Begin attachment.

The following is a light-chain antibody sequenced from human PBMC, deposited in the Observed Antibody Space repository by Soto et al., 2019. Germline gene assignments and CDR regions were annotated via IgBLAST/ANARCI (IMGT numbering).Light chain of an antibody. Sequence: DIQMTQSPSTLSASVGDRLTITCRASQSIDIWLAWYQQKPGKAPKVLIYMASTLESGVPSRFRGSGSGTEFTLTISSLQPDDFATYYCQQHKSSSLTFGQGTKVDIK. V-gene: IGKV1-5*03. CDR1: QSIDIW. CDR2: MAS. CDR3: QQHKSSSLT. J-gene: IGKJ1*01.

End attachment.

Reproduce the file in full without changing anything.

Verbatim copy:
The following is a light-chain antibody sequenced from human PBMC, deposited in the Observed Antibody Space repository by Soto et al., 2019. Germline gene assignments and CDR regions were annotated via IgBLAST/ANARCI (IMGT numbering).Light chain of an antibody. Sequence: DIQMTQSPSTLSASVGDRLTITCRASQSIDIWLAWYQQKPGKAPKVLIYMASTLESGVPSRFRGSGSGTEFTLTISSLQPDDFATYYCQQHKSSSLTFGQGTKVDIK. V-gene: IGKV1-5*03. CDR1: QSIDIW. CDR2: MAS. CDR3: QQHKSSSLT. J-gene: IGKJ1*01.